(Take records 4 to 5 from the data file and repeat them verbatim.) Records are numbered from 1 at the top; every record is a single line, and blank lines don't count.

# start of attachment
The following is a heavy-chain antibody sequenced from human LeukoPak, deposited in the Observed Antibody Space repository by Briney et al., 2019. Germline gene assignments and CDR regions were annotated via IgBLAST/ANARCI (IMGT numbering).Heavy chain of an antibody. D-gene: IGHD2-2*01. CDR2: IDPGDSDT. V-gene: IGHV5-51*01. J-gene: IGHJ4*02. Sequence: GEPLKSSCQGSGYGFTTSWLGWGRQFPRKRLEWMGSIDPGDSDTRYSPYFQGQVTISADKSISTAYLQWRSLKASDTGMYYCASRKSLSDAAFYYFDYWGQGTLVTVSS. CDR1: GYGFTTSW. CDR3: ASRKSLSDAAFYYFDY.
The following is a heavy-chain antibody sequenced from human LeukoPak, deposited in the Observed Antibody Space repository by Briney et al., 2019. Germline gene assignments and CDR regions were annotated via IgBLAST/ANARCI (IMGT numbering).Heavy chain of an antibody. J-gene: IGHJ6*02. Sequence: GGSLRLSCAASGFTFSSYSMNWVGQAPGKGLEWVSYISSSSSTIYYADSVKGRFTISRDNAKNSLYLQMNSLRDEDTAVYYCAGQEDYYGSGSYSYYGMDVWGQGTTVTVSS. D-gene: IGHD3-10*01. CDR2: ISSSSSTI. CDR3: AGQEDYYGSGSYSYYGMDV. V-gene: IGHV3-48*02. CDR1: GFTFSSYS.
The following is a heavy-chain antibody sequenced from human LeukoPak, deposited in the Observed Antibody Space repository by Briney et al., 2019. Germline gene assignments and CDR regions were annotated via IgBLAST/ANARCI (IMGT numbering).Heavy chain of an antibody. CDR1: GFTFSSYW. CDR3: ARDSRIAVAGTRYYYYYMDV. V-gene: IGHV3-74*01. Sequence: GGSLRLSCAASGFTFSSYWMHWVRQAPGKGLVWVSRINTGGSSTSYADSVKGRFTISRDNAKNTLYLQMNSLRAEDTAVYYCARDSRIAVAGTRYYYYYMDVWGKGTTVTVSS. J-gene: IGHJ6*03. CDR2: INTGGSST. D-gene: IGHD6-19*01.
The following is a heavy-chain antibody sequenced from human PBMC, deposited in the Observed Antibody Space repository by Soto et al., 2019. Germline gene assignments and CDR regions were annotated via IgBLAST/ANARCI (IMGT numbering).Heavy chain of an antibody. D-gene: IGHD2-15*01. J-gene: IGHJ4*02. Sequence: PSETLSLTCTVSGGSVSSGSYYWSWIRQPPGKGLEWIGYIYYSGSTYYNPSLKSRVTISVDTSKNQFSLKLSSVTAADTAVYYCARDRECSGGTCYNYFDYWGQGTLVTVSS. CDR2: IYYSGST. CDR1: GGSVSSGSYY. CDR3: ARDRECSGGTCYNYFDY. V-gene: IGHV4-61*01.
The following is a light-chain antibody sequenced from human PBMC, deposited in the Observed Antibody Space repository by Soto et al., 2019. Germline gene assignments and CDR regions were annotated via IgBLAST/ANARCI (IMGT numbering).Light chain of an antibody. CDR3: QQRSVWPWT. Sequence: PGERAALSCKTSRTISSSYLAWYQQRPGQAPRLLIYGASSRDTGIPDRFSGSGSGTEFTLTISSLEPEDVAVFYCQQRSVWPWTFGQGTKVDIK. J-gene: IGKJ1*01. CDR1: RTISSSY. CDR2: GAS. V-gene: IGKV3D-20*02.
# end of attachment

The following is a heavy-chain antibody sequenced from human PBMC, deposited in the Observed Antibody Space repository by Soto et al., 2019. Germline gene assignments and CDR regions were annotated via IgBLAST/ANARCI (IMGT numbering).Heavy chain of an antibody. D-gene: IGHD2-15*01. J-gene: IGHJ4*02. Sequence: PSETLSLTCTVSGGSVSSGSYYWSWIRQPPGKGLEWIGYIYYSGSTYYNPSLKSRVTISVDTSKNQFSLKLSSVTAADTAVYYCARDRECSGGTCYNYFDYWGQGTLVTVSS. CDR2: IYYSGST. CDR1: GGSVSSGSYY. CDR3: ARDRECSGGTCYNYFDY. V-gene: IGHV4-61*01.
The following is a light-chain antibody sequenced from human PBMC, deposited in the Observed Antibody Space repository by Soto et al., 2019. Germline gene assignments and CDR regions were annotated via IgBLAST/ANARCI (IMGT numbering).Light chain of an antibody. CDR3: QQRSVWPWT. Sequence: PGERAALSCKTSRTISSSYLAWYQQRPGQAPRLLIYGASSRDTGIPDRFSGSGSGTEFTLTISSLEPEDVAVFYCQQRSVWPWTFGQGTKVDIK. J-gene: IGKJ1*01. CDR1: RTISSSY. CDR2: GAS. V-gene: IGKV3D-20*02.